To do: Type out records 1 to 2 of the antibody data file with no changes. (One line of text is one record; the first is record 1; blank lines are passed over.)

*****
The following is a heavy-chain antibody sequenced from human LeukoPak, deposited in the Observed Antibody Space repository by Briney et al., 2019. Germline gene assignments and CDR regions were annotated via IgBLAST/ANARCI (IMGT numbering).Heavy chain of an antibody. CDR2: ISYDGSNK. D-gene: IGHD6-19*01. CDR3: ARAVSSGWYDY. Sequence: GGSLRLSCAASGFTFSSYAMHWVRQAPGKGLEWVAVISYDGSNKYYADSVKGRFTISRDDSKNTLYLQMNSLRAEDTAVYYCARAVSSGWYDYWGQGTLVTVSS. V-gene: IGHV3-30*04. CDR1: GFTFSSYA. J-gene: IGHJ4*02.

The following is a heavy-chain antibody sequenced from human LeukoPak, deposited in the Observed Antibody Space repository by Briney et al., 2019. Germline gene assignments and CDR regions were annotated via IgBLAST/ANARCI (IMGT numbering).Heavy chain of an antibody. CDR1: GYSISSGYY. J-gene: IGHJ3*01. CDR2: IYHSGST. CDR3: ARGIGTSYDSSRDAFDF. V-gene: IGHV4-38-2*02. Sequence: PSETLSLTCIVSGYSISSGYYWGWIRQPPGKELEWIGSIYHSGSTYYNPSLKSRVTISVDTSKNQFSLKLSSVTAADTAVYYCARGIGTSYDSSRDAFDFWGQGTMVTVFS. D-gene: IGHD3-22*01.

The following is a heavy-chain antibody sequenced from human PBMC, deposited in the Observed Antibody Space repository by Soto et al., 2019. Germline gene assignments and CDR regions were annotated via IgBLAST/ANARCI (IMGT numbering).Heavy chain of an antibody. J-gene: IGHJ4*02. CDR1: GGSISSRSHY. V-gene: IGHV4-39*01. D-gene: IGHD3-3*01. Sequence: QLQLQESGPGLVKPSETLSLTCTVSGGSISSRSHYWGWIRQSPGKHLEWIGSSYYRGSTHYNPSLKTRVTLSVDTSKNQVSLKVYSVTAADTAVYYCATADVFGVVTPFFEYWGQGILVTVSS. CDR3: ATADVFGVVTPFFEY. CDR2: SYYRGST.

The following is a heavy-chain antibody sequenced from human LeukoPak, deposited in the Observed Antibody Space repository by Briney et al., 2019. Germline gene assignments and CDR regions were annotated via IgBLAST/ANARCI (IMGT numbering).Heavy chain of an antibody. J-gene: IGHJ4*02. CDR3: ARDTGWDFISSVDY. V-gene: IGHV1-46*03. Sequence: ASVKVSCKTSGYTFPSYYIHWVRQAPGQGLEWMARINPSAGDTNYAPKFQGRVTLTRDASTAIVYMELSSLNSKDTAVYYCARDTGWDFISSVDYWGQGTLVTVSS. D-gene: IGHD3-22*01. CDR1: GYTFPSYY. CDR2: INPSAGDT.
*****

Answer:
The following is a heavy-chain antibody sequenced from human LeukoPak, deposited in the Observed Antibody Space repository by Briney et al., 2019. Germline gene assignments and CDR regions were annotated via IgBLAST/ANARCI (IMGT numbering).Heavy chain of an antibody. CDR2: ISYDGSNK. D-gene: IGHD6-19*01. CDR3: ARAVSSGWYDY. Sequence: GGSLRLSCAASGFTFSSYAMHWVRQAPGKGLEWVAVISYDGSNKYYADSVKGRFTISRDDSKNTLYLQMNSLRAEDTAVYYCARAVSSGWYDYWGQGTLVTVSS. V-gene: IGHV3-30*04. CDR1: GFTFSSYA. J-gene: IGHJ4*02.

The following is a heavy-chain antibody sequenced from human LeukoPak, deposited in the Observed Antibody Space repository by Briney et al., 2019. Germline gene assignments and CDR regions were annotated via IgBLAST/ANARCI (IMGT numbering).Heavy chain of an antibody. CDR1: GYSISSGYY. J-gene: IGHJ3*01. CDR2: IYHSGST. CDR3: ARGIGTSYDSSRDAFDF. V-gene: IGHV4-38-2*02. Sequence: PSETLSLTCIVSGYSISSGYYWGWIRQPPGKELEWIGSIYHSGSTYYNPSLKSRVTISVDTSKNQFSLKLSSVTAADTAVYYCARGIGTSYDSSRDAFDFWGQGTMVTVFS. D-gene: IGHD3-22*01.